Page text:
The majority of injuries during a football game are contusions, sprains and/or strains in the thigh, knee and ankle. Hip dislocations account for 2–5% of total hip dislocations, and they can be posterior or anterior. Major complications of traumatic hip dislocation include avascular necrosis of femoral head, secondary osteoarthritis, sciatic nerve injury and heterotopic ossification. On the occasion of a case of a 33-year-old football player, who suffered a posterior hip dislocation, associated with a posterior wall fracture of the acetabulum, while playing football, we review the literature and analyze the various mechanisms of injury, the possible complications and the management including surgery and rehabilitation.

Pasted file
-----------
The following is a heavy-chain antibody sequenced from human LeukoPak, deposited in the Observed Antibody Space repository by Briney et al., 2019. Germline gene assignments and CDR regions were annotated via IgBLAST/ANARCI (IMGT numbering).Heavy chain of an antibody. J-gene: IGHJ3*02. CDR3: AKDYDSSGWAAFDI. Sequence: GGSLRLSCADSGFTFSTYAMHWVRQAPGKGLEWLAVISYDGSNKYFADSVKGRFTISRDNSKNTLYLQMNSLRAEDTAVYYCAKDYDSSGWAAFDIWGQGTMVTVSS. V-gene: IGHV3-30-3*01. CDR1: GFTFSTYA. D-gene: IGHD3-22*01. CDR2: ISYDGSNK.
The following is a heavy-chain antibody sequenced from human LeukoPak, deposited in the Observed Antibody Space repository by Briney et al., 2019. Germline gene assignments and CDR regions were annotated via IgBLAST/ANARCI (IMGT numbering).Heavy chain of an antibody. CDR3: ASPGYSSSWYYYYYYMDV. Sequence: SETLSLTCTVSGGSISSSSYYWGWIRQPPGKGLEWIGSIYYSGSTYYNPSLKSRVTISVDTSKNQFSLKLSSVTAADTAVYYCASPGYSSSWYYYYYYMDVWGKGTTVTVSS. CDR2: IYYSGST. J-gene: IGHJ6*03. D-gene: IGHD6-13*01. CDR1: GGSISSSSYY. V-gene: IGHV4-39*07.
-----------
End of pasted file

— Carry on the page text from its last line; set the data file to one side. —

Hip dislocation Acetabular fracture Football player Football
This is a preview of subscription content, log in to check access.
Compliance with ethical standards
Conflict of interest
The authors declare that they have no competing interests
Anderson K, Strickland S, Warren R (2001) Hip and groin injuries in athletes. Am J Sports Med 29:521–533CrossRefGoogle Scholar
Chudik S, Allen A, Lopez V, Warren R (2002) Hip dislocations in athletes. Sports Med Arthrosc 10:123–133CrossRefGoogle Scholar
Cornwall R, Radomisli T (2000) Nerve injury in traumatic dislocation of the hip. Clin Orthop Relat Res 377:84–91CrossRefGoogle Scholar